Daily World News Digest, 5 December 2016

Missing children in Northern Ireland

The Belfast Telegraph reports today that police have investigated nearly 2,700 reports of young people going missing from children’s homes in Northern Ireland in the last year. The shocking total is equivalent to almost eight cases a day and cost the Police Service in Northern Ireland more than £3m. The figures also account for almost a quarter of the 12,189 missing persons cases investigated by officers in the 12 months to April 2016. http://bit.ly/2fYStm1   

Ireland: families of missing persons plead for more resources  

The Irish Examiner reported on 3 December that the families of two missing women are appealing for more resources for the Serious Crime Review Team (SCRT), a unit of the Irish police that was established in 2007 to work on cases of people who have been missing for extended periods of time. Relatives of Jo Jo Dollard, missing for 21 years, and Deirdre Jacob, who vanished from outside her home 18 years ago, are calling for additional resources for the SCRT. Ahead of National Missing Persons Day on 7 December, Deirdre’s father Michael Jacob expressed concern that the SCRT is lacking vital resources, noting that there are only two senior police officers managing the SCRT, with a team assisting them, that could be asked to work elsewhere on other business at any time. http://bit.ly/2gFTz5j

Uganda: Government halts plans for mass burial of unidentified victims 

NTV10, a TV station from Uganda, reported on 2 December that the Government had halted burials in mass graves of unidentified victims of an attack by Ugandan army and police units on the palace of the king of the Rwenzururu kingdom in Western Uganda on 27 November. The bodies will now be buried in individual graves after tissue samples have been taken for future DNA identification. http://bit.ly/2gFNXI6       

Cyprus seeks Turkey’s co-operation over missing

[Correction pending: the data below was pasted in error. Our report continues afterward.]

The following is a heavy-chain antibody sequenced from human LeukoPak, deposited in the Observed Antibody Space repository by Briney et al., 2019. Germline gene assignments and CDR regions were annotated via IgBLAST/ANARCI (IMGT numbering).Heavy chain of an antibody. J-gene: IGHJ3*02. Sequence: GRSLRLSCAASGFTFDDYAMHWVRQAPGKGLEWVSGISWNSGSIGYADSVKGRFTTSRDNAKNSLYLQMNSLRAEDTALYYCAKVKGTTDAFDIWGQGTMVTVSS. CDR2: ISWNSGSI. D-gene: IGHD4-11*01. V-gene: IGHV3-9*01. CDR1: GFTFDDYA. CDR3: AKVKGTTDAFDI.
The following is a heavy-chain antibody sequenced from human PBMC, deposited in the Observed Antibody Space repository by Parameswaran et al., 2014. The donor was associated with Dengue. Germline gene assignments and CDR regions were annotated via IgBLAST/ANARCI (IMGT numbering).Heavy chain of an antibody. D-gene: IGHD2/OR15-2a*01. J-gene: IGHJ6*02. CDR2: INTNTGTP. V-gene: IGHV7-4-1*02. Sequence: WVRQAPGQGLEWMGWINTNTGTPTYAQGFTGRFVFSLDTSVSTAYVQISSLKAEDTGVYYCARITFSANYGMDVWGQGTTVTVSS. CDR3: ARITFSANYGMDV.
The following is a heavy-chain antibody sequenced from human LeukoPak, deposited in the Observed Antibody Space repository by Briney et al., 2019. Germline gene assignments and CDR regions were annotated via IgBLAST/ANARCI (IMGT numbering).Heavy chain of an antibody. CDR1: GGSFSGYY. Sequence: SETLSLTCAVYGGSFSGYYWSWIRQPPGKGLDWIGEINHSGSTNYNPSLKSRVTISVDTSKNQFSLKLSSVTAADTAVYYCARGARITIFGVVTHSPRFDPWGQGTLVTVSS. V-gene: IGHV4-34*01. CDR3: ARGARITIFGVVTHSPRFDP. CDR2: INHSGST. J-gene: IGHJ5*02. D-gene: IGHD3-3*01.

The Cyprus Mail reported yesterday that Cyprus will ask the Council of Europe (CoE) to make a request to Turkey to grant access to its military records regarding the location of mass graves in the north of the island. According to the Cyprus News Agency (CNA) the Republic of Cyprus, which chairs the CoE’s Committee of Ministers until May 2017, is to submit a memo on the issue, next week. The Cyprus government aims to raise the matter at the meeting of the CoE’s Committee of Ministers, between 6 and 8 December in Strasbourg, where the issue of the missing will be discussed together with Ankara’s compliance with the relevant decisions of the European Court of Human Rights (ECHR), CNA said. The government wants Turkey to give access to military records and to provide information on the relocation of remains. http://bit.ly/2gXDhoW

Six Bosnian Serbs indicted over Srebrenica killings

Reuters reported on 2 December that a Bosnian war crimes prosecutor indicted six Bosnian Serbs on Friday on charges of killing at least 40 Muslims and Roma early in the 1990s conflict and attacking about 1,000 people from the Srebrenica area in eastern Bosnia. More than 20 years after the 1992-95 war ended, many suspected war criminals remain at large and victims are still being found in mass graves. The six men, who were officials at the Bosnian Serb headquarters in the village of Skelani, are accused of killing civilians, including children. http://reut.rs/2gFTKO7 

Pakistan parliamentarians criticize ministry over missing persons

AAJ News, a news agency from Pakistan, reported on 3 December that a parliamentary body on Friday expressed disapproval over the slow response by the Interior Ministry to a request from the committee for a report on the implementation of its recommendations in regard to 300 missing persons. Parliamentarians complained of “non-seriousness and delay” on the part of the Ministry. http://bit.ly/2grP3o5

Items in Daily World News Digest are summaries of published reports relevant to the issue of missing persons, compiled by ICMP staff.  These items do not necessarily reflect the position of ICMP.